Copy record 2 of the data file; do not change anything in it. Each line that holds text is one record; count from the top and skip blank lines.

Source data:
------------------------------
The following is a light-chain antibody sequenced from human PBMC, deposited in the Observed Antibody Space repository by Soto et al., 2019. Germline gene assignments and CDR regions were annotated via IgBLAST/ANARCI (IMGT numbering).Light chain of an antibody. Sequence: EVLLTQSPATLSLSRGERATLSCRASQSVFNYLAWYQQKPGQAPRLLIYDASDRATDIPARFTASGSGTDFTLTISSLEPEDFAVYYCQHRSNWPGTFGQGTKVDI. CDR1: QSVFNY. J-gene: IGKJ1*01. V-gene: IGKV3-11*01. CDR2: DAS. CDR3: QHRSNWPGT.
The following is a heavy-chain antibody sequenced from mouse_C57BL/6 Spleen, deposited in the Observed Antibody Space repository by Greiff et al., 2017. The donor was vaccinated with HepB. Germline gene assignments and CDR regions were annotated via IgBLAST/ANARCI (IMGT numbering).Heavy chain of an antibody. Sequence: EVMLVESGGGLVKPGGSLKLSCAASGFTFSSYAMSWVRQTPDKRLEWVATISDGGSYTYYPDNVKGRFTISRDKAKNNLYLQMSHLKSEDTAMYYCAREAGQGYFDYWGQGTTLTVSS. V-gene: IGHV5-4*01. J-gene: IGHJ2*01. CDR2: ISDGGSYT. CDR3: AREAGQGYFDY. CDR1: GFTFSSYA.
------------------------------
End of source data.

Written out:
The following is a heavy-chain antibody sequenced from mouse_C57BL/6 Spleen, deposited in the Observed Antibody Space repository by Greiff et al., 2017. The donor was vaccinated with HepB. Germline gene assignments and CDR regions were annotated via IgBLAST/ANARCI (IMGT numbering).Heavy chain of an antibody. Sequence: EVMLVESGGGLVKPGGSLKLSCAASGFTFSSYAMSWVRQTPDKRLEWVATISDGGSYTYYPDNVKGRFTISRDKAKNNLYLQMSHLKSEDTAMYYCAREAGQGYFDYWGQGTTLTVSS. V-gene: IGHV5-4*01. J-gene: IGHJ2*01. CDR2: ISDGGSYT. CDR3: AREAGQGYFDY. CDR1: GFTFSSYA.